According to IBM, the GTD is a global, cross-border supply chain based on Hyperledger Fabric. It will help to manage and track the paper trail of tens of millions of shipping containers across the world by digitizing the supply chain process from end-to-end. Thus, it is supposed to enhance transparency and enable the highly secure sharing of information among trading partners.
It is designed to be fault-tolerant, and “as neutral as the Internet,” Sloane said, to allow all parties to use it with their own systems. He outlined several key problems that it addresses:
- Ships often “have no idea” what they’re carrying.
- Bills of lading do not properly describe goods and the parties involved.
- The owner of the goods does not have sight of the goods.
- Risks along the supply chain are introduced when there’s a lack of data.
- There’s no link between trade finance and physical movements.
- Data must be re-introduced at many steps along the way.
- A lack of accurate data impedes multi-modal transport (moving goods from ships to pallets to trucks, etc.).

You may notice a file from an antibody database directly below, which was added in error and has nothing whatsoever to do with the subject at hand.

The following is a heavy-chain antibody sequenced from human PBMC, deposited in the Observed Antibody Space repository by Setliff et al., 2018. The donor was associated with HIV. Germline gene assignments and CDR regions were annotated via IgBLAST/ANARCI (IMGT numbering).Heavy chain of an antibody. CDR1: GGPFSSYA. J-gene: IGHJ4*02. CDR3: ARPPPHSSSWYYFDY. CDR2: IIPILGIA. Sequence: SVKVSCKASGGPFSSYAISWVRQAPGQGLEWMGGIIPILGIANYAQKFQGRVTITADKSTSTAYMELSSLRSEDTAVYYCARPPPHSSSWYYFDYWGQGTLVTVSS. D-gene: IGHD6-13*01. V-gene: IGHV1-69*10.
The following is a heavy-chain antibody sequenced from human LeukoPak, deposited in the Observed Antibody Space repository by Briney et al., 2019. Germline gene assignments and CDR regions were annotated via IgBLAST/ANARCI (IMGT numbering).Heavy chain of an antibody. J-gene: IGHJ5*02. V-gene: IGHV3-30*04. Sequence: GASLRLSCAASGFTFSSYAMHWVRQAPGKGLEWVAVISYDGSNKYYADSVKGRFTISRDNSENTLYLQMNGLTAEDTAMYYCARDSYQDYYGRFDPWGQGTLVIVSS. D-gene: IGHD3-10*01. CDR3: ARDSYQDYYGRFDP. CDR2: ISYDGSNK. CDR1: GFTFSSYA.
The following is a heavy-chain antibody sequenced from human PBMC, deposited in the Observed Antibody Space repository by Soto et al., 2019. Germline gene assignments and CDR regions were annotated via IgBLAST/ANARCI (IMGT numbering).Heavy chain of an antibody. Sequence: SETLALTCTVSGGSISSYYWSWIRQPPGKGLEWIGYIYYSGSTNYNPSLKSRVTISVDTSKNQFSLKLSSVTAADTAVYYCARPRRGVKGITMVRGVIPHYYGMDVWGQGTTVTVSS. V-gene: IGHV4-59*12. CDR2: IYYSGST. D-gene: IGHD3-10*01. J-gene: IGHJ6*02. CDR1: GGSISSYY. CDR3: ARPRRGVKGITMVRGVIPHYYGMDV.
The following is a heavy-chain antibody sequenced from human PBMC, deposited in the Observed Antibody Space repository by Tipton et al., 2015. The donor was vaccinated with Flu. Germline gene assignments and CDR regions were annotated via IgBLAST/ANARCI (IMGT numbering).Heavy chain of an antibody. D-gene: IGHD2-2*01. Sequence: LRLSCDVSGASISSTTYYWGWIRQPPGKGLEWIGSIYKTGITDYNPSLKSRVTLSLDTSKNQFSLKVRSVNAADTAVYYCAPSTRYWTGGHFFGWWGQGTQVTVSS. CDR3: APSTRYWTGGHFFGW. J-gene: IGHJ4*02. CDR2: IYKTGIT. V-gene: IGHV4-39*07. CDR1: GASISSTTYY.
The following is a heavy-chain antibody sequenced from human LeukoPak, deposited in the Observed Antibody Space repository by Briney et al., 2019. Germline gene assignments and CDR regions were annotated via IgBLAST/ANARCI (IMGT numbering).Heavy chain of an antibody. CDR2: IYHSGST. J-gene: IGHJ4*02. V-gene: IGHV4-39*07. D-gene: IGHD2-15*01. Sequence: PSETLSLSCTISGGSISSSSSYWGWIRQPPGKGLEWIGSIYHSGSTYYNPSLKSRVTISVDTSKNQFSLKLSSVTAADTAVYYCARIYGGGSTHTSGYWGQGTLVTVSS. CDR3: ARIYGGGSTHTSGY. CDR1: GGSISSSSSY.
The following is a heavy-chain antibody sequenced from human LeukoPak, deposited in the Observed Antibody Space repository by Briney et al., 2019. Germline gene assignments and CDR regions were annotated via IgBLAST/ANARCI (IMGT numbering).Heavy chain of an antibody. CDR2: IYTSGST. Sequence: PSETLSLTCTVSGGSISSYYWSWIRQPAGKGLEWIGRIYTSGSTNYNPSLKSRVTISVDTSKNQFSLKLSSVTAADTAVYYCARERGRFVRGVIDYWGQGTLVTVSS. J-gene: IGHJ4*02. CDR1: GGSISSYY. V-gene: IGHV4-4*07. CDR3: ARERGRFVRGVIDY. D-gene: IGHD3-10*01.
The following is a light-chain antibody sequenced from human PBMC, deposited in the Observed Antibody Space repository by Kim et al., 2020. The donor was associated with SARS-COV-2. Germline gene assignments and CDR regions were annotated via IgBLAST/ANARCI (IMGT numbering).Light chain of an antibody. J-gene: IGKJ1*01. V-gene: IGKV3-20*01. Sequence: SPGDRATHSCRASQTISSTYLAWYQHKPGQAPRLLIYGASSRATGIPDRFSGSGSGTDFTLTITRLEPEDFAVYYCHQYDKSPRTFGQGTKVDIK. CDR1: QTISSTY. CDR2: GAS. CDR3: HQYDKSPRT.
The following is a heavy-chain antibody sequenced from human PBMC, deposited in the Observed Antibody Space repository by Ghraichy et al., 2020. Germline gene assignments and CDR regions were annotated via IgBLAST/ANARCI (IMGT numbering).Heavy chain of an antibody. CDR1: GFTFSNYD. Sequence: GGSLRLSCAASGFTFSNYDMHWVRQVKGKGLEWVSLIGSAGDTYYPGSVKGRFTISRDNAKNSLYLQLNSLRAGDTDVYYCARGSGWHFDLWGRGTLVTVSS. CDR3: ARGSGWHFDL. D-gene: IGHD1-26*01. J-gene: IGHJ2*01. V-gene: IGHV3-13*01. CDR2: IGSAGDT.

The GDT platform is developed to enable real-time status visibility of each shipment, reduce fraud and errors, improve inventory management, eliminate delays, etc.
Digitizing manual processes
The massive and complex global shipping supply chain has several types of parties involved, and Sloane also described some of the key benefits for each participant, accruing to each from the GTD platform:
|Importers / exporters|
Intended to be integrated with already established trade systems, the GTD looks to provide trusted, tamper-proof, and cross-border workflows for digitized trade documents. The following slide illustrates how blockchain streamlines the process of sending and receiving paper documents used for trade by bypassing the cost of couriers, digitizing manual and paper-based processes, and reducing delays.
In the following scenario, the GTD improves visibility with blockchain through a shared communication network. The new system reduces the number of processes and actors to efficiently exchange information.
Expected to be widely available later this year, IBM and Maersk believe that GTD can save the trade finance industry billions of dollars.
Want details? Watch the webinar recording!